Charter Agrees to Buy Time Warner Cable for $78.7 Billion26 May, 2015 By: Erik Gruenwedel
Transaction isn’t expected to gather headwinds of the failed Comcast/TWC union
Charter Communications May 26 confirmed weekend speculation by formally agreeing to purchase No. 2 cabler Time Warner Cable for $78.7 billion -- $32.5 billion more than Comcast’s recently scuttled offer. Charter also agreed to acquire Bright House Networks with 2 million subscribers.
TWC would receive a $2 billion break-up fee should the Charter union fall through.
The transaction would give No. 4 cable operator Charter 17.3 million pay-TV subscribers, about 50% of the cable footprint of a combined Comcast/TWC. Charter/TWC would reach 19.4 million Internet subs and 9.4 million phone customers.
The proposed deal comes as pay-TV operators lost a combined 132,900 video subscribers in the first-quarter, according to research firm IHS. TWC lost 344,000 video subs in Q1 compared with the prior-year period.
"With our larger reach, we will be able to accelerate the deployment of faster Internet speeds, state-of-the-art video experiences, and fully–featured voice products, at highly competitive prices,” Charter CEO Tom Rutledge said in a statement.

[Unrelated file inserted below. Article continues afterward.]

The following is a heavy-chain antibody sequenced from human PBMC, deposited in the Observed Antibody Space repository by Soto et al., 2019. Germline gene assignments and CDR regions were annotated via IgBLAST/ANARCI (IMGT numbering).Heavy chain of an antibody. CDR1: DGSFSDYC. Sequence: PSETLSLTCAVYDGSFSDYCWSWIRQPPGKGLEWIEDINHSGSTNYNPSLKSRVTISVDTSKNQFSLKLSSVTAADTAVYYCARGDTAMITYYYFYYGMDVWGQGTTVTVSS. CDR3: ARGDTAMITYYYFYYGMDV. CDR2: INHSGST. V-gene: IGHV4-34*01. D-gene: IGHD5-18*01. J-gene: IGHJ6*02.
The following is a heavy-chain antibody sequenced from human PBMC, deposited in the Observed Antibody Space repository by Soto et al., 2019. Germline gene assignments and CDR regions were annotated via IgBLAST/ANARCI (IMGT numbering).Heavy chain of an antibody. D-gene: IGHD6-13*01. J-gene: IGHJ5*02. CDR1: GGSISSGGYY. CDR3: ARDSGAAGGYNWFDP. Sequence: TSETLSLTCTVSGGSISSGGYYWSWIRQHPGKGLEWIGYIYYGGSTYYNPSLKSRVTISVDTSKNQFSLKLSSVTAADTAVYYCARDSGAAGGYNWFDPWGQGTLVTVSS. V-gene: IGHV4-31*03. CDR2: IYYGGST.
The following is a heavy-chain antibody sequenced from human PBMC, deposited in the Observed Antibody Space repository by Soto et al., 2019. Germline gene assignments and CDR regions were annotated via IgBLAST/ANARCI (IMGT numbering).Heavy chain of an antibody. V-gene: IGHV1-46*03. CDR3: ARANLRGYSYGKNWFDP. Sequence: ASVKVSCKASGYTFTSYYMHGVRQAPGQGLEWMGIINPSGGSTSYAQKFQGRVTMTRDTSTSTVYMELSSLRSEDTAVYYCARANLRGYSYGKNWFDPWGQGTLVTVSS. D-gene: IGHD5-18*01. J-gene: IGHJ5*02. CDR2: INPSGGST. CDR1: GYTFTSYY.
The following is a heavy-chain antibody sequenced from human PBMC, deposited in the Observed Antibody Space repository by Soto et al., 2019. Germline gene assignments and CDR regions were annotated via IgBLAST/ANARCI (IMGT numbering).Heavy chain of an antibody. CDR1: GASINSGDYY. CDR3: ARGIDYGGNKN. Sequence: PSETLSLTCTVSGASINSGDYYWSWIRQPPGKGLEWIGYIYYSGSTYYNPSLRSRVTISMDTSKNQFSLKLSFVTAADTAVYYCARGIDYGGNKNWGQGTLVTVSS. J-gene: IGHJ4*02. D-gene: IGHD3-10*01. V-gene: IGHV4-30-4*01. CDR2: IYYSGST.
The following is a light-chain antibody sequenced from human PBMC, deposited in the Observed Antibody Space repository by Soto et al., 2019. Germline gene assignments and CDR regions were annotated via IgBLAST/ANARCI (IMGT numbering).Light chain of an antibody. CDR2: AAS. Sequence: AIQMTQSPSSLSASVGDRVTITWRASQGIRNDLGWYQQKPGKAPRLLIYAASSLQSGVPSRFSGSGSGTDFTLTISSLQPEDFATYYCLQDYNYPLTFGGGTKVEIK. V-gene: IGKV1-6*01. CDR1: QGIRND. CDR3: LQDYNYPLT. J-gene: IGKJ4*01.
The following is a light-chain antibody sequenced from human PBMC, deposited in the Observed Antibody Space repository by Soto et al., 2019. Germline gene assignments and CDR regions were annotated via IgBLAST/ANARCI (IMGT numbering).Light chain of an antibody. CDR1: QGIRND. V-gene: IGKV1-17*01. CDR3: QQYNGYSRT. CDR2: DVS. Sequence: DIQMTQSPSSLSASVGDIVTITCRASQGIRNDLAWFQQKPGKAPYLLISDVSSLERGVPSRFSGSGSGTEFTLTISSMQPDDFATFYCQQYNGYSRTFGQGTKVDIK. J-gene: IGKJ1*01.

"With today's announcement, we have delivered on our commitment to maximizing shareholder value," Robert Marcus, CEO of Time Warner Cable, said in a statement.
The deal, which must pass regulatory approval, isn’t expected to draw as much scrutiny as the Comcast transaction due to its smaller national footprint, including control of broadband distribution.
Charter/TWC would still give Charter major pay-TV and broadband footprints in Southern California, New York and Dallas.
“Compared to the Comcast deal, I don’t think this one is likely to face nearly as much resistance,” Gene Kimmelman, CEO of civil liberties organization Public Knowledge, told the Los Angeles Times. “The proposed merger isn’t as large.”
Regardless, a Charter/TWC pact comes as the number of U.S. TV households without a pay-TV subscription is expected to grow from 18.6 million in 2008 to 26.7 million in 2019, according to IHS. Pay-TV households are projected to fall slightly from 101.0 million in 2014 to 100.3 million in 2019.
“This decline does not signal the death of the pay-TV business, as gains in average revenue per user are likely keep video revenue on a slow-growth trajectory,” Erik Brannon, senior analyst of TV media, said in a statement. “Even so, the number of pay-TV households in the U.S. is forecast to remain fairly flat, as over-the-top video solutions become more attractive.”